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Passaging and cryopreservation during culture of human pluripotent stem cells

Woo Jung Ho

Stem Cell Research Center, Apgujeong Miracle Clinic, South Korea

E-mail : aa

Hea-Jo Yoon

Stem Cell Research Center, Apgujeong Miracle Clinic, South Korea

DOI: 10.15761/CMR.1000146

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Culture period and number of passaging

It is important to maintain stem cells in an undifferentiated state if the undifferentiated stem cells are to be used for regenerative therapy. However, during long culture periods, stem cell karyotypic aberrations may be present to maintain self-renewing cells in a stable state, particularly exposure to new culture conditions increases the likelihood of malignant transformation [1]. The WHO guidelines in 2013 recommended to passage cells for a maximum of 15 passages or a maximum of 3 months [2]. However, limitation of passage numbers and duration of passaging can vary depending on the state of the cells, the method and quality of passage, and the split ratio.

Use master stock to reduce numbers of passaging

HPSCs should be cryopreserved if they are judged to be in a stable state in order to reduce differentiation, genetic instability, contamination and cross contamination caused by continued passage [2]. Small-scale cryopreserved seed cell banks can supply stable cells with yet low passage for research and treatment over many years. After thawing, cell viability (eg, MTT, Alamar Blue, intracellular ATP assay, phenol red) and growth rate (eg, proliferation rate by cell counting) can be measured.


Passaging (subculture) means transferring cells from one culture vessel to one or more new culture vessels to prevent overcrowding. Passaging is used to decrease the detrimental effects of overcrowding and expand the culture.  Usually, when the cultured cells reaches about 70-85% of the cultured surface area, passaging is made, but confluency (the ratio of cells to the culture surface area) measurement may vary depending on the experimenter [2].

Cell-to-cell and cell-substrate attachment are mediated by cell surface receptors and extracellular matrix proteins. Ca2 + ion, proteoglycan from cells and serum are important in this process [3]. Therefore, protein degradation and Ca2 + chelation is often required for passaging. Cells with weak adhesion could be detached by treatment with trypsin and shaking. However, strongly adherent cells should be treated with strong proteases such as pronase, dispase, and collagenase.

The methods of detachment depend on culture conditions (e.g. growth medium, surface matrix), the cell grade (e.g., research, therapy), and current state of the culture (e.g. high/low passage, extent of differentiation) [2]. Cell detachment methods include chemical, enzymatic treatment, and mechanical methods [4]. Using enzymes for detachment is the least time consuming, but it is likely to increase the genetic instability of stem cells. Mechanical passaging can be used when the efficiency of the passing (rate of attachment after passage) is not important or the differentiation is good.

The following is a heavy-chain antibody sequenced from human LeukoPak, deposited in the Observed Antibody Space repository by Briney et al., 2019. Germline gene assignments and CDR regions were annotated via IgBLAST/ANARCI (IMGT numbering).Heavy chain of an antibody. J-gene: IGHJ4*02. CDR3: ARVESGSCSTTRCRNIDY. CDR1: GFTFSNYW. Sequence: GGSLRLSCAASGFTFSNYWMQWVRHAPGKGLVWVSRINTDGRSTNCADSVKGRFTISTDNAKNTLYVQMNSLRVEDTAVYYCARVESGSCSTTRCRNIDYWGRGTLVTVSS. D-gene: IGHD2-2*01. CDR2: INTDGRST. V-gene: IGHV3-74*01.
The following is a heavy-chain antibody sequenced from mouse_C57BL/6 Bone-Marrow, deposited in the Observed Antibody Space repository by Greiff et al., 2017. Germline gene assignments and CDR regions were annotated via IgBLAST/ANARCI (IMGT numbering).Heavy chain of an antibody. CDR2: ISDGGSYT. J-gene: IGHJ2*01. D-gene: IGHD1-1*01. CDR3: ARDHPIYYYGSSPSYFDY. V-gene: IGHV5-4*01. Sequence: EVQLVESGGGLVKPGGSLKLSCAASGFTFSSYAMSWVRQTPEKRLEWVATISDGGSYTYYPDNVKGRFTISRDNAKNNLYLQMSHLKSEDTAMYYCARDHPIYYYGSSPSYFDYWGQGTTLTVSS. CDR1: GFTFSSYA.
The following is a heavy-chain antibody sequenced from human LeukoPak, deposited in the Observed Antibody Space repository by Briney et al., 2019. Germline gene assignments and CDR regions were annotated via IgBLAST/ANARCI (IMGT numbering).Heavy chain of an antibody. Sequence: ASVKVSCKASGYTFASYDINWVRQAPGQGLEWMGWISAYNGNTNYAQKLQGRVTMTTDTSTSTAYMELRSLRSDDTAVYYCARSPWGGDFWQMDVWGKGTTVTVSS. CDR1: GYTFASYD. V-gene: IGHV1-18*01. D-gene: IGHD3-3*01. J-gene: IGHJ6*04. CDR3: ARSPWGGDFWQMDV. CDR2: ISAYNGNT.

Positive selection and negative selection: Since some of the stem cells can be differentiated, there are two ways to separate the undifferentiated stem cells from differentiated stem cells. Positive selection is a method of passaging undifferentiated cells by manually dissecting them, and negative selection is a method of selectively removing the differentiated cells when colonies are relatively small and there are areas of excessive differentiation [2].

Chemical or enzymatic passaging

The choice of reagent used for passaging depends on the matrix used to support the cells and what grade of manufacture is desired. Human pluripotent stem cells (HPSCs) cultivated on mouse embryo fibroblasts (MEFs) are typically dissociated with collagenase or trypsin. EDTA and dispase are used to splitting colonies as clumps and trypsin is used to make a single cell suspension. EDTA does not usually require scraping, but dispases require direct contact with the cells.

Rho-associated, coiled-coil containing protein kinase (ROCK) inhibitors can be used to reduce the number of cells with attachment failure after passage because of loss of cell viability [4]. However, the effect of ROCK inhibitors on long-term passaging was not revealed.

The number of times a culture is passaged should be recorded with the split ratio and cell doubling time to estimate the relative age of cells cultured. High-passage cells generally double robustly but are more likely to acquire genetic abnormalities while adapting to ex vitro conditions. Low-passage cells can exhibit unpredictable growth rates and spontaneous differentiation potential [5]. Plating efficiency (the ability of cells to attach and divide efficiently) is influenced by parameters including clump size after passaging, split ratio, strength of mechanical force used to break up the cell clumps, and growth conditions [2]. Determining the proper split ratio is particularly important for low passage cells and an inappropriately high split ratio can affect cell recovery, adhesion, and genomic stability after splitting.

Adaptation to new culture conditions